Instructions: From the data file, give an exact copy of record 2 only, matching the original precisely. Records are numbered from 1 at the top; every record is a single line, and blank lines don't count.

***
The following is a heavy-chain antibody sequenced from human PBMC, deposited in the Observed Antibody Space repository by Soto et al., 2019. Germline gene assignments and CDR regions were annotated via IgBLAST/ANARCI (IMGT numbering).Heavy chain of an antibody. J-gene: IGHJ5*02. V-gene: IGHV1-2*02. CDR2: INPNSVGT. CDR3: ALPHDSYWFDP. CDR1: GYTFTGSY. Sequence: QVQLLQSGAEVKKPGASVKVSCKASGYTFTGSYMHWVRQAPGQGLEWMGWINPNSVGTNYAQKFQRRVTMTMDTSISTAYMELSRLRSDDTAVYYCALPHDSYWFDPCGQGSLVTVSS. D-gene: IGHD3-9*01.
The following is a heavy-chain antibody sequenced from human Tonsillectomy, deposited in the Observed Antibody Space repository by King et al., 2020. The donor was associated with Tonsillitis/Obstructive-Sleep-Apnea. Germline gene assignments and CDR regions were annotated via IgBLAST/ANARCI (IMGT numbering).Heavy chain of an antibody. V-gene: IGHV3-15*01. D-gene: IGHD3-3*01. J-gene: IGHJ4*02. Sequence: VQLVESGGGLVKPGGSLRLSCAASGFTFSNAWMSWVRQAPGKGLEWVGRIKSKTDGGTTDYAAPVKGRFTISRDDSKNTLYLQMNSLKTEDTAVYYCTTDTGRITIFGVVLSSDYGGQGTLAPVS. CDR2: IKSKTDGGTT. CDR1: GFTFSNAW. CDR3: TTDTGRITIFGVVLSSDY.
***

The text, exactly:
The following is a heavy-chain antibody sequenced from human Tonsillectomy, deposited in the Observed Antibody Space repository by King et al., 2020. The donor was associated with Tonsillitis/Obstructive-Sleep-Apnea. Germline gene assignments and CDR regions were annotated via IgBLAST/ANARCI (IMGT numbering).Heavy chain of an antibody. V-gene: IGHV3-15*01. D-gene: IGHD3-3*01. J-gene: IGHJ4*02. Sequence: VQLVESGGGLVKPGGSLRLSCAASGFTFSNAWMSWVRQAPGKGLEWVGRIKSKTDGGTTDYAAPVKGRFTISRDDSKNTLYLQMNSLKTEDTAVYYCTTDTGRITIFGVVLSSDYGGQGTLAPVS. CDR2: IKSKTDGGTT. CDR1: GFTFSNAW. CDR3: TTDTGRITIFGVVLSSDY.